4. What is the 'Cloud'?
The cloud is not an all-encompassing term, unlike what some might think it is not a totally generic term that means everything that’s Web and Internet-related - the cloud refers to servers that are accessed over the internet and software databases that run on those servers. These servers are spread across the globe in data centres –by using cloud computing, users don’t have to manage physical servers themselves; it allows users to access the same files and applications from nearly any device. This is why when you login to your LinkedIn from any device you can still see your post and chat history!
5. What's the difference between 'Front End' and 'Back End'?
Front end and back end are two very commonly used terms in the tech industry, though some people just don’t know what each refers to and can get them mixed up; they are used to define the type of job done by software and refer to the separation of concerns between the presentation layer (front end), and the data access layer (back end).
When talking about the front end, we are referring to the User Interface (UI)- which is what we see as users of an application (client side); whereas the back end is the ‘behind the scenes’ that delivers the information to you (server side); as a user you won’t ever come into contact with the back end- even if you hit F12. For example, when using a website, clicking a link may call a function to show you a report pulled from a database.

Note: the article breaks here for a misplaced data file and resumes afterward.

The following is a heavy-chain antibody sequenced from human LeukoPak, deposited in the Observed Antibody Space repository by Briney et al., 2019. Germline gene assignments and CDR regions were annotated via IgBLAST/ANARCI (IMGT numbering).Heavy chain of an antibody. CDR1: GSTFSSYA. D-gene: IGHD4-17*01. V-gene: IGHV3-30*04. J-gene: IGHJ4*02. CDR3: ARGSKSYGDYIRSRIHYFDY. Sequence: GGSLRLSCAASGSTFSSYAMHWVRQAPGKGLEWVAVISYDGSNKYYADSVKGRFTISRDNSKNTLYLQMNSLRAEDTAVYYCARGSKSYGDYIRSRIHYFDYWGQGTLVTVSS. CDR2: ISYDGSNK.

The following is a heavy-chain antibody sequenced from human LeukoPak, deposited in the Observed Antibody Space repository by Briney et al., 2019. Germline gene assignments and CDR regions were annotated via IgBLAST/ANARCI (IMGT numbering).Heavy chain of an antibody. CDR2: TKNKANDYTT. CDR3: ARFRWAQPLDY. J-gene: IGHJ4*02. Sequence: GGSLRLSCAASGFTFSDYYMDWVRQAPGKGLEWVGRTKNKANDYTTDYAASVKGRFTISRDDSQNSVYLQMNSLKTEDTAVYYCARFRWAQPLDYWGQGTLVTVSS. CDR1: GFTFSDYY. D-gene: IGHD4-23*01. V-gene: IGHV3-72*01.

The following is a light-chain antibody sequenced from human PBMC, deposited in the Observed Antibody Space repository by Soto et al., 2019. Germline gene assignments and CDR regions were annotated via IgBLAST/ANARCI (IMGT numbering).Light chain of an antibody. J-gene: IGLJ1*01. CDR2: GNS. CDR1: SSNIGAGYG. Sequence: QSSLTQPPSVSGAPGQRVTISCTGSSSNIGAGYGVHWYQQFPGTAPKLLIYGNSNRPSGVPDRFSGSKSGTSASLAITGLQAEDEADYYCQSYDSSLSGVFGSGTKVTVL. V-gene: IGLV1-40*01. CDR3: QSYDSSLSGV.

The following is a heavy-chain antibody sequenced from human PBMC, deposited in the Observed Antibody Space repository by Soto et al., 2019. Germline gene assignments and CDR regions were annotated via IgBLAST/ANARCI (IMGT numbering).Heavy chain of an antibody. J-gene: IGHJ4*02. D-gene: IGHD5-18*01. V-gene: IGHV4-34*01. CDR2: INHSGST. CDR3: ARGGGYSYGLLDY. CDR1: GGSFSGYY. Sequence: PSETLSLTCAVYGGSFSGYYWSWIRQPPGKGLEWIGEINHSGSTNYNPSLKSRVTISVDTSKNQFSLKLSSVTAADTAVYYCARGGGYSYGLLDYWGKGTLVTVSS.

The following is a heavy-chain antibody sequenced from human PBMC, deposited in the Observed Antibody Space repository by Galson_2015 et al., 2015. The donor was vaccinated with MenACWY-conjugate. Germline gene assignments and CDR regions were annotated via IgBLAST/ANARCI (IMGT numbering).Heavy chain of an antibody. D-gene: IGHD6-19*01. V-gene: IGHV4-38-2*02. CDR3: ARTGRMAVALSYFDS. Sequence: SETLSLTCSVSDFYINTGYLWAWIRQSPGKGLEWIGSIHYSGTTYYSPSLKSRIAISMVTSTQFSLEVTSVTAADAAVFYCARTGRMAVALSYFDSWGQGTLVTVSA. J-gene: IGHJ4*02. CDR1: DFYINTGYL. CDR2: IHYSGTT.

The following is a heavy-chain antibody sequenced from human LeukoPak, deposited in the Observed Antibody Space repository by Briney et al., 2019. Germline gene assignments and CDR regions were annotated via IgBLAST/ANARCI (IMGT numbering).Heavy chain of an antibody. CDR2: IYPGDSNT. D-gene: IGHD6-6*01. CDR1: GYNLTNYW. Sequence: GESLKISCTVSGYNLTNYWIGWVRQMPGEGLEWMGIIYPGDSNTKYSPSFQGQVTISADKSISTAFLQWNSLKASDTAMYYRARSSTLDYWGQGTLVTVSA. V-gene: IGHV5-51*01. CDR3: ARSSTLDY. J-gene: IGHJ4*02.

6. What is a 'Cookie'?
Cookie is a term most avid internet users are familiar with, but are not sure what it actually means…
Simply put, cookies are text files with small pieces of data, such as your username and password, that are used to identify your computer. Specific cookies, known as HTTP cookies, are used to identify specific users and improve your browsing experience.
When you connect, data is created and stored in a cookie- which is then labelled with a unique; as the cookie is exchanged between your computer and the network server, the server reads the ID and can pull your specific information.
7. What are 'HTML' and 'CSS'?
Most of us have heard of HTML (HyperText Markup Language) and CSS (Cascading Style Sheet) but some may not know the exact difference between the two- essentially, HTML is used for the creation of webpages, and CSS is used to control the styling and layout.
HTML consists of elements and tags, which the browser can read to see the heading of the page, beginning and end of paragraphs, and so on.